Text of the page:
The caveat with those, as you can see in Oscar Mercado’s projections, is that defense and base running are pretty valuable. Speed and arm strength happen to be Daniel Johnson’s two biggest tools, coincidentally. Now, other inputs are abound in the defense and base running calculation, but defensive metrics are a mess of uncertainty in review, let alone when attempted to be utilized for prognostication purposes.

Thus, the gap between Johnson and Naquin and Mercado in these projections of perceived impact is minimal. A probable rotation seems like the long-term play, as plate appearances could be identified for all three over the course of the season.

Operate under the assumption that the Indians outfield has approximately 720 outfield plate appearances to allocate among their outfielders (60 games x 3 spots x 4 plate appearances per game). These must be distributed between Greg Allen, Delino DeShields, Jake Bauers, Oscar Mercado, Jordan Luplow, Tyler Naquin, and Franmil Reyes. Assuming Domingo Santana is virtually unplayable out there and will occupy around half of the designated hitter plate appearances (120 or so).

Franmil is a bat that needs to be kept in the lineup. He’s earned his way, so we can give him the other 120 designated hitter swings and 120 in the outfield, leaving us with 600 outfield plate appearances to distribute, optimistically. Oscar Mercado’s 2019, in this author’s opinion, locked him into at least 180 of the maximum 240 plate appearances available for a given outfielder. Down to 420 left to allocate.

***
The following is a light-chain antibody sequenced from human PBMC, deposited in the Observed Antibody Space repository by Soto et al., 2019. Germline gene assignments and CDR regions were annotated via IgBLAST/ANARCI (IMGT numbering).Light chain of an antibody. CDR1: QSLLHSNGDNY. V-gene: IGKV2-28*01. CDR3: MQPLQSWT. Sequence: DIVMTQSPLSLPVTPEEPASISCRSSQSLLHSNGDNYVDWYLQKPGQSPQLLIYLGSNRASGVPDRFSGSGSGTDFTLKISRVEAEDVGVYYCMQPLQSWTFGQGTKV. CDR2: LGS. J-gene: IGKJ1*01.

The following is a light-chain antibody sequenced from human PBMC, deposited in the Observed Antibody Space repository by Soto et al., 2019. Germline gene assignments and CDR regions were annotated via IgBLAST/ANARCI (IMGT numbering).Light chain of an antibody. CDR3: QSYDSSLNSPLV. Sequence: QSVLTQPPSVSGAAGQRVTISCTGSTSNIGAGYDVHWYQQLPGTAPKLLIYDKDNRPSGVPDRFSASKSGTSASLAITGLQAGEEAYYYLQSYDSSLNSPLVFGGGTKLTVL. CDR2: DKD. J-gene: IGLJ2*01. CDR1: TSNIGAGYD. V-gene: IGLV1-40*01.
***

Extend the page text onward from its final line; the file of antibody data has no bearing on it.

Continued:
Jordan Luplow made his home against left-handed pitching in 2019. Approximately one-third of the league’s plate appearances last year were against lefties. This locks Luplow into one-third of 240, or 80. Plus, we will call it an additional 80 plate appearances against right-handed pitchers.

Subtract Luplow’s 160 trips to the dish from the 420 remaining prior and we are down to just 260. We must identify how to distribute these between Greg Allen, Jake Bauers, Delino DeShields, Daniel “The Jet” Johnson, and Tyler Naquin, assuming full health. Bradley Zimmer is lurking around with a tight hamstring in addition to some other ailment, probably.

It’s not a straightforward or simple task. Sure, criticisms could be made in how this author allocated Mercado or Reyes or Santana or Luplow’s plate appearances, but they are merely loose estimates.

Given Daniel Johnson’s dominance of minor league pitching over the course of his career and his pending 25th birthday, the time is now to concede a large chunk of those 260 plate appearances. Naquin can be helpful. DeShields will play. Bauers and Allen probably aren’t write-offs, yet. None of them, however, could provide a larger impact to the direction of subsequent years, though, than Daniel Johnson. If he is healthy and doesn’t manage at least 100 plate appearances in 2020, assuming a season completes, it seems like a failure. It’s time to make the difficult decision and #letDJspin.

1 reply »

  1. With it being a spring to the finish, if he gets a chance, I hope he hits right away. Whoever starts off hot, is going to play, a lot. Until they aren’t not anymore. This is where the problem lies, Tito is going to have to have a short rope with these guys. If you hit a cold spell, you need to find yourself on the bench. The question is how long do you stick with a guy who just isn’t hitting? In Tito we trust, that is why we are paying him the big bucks. I know I don’t envy him this year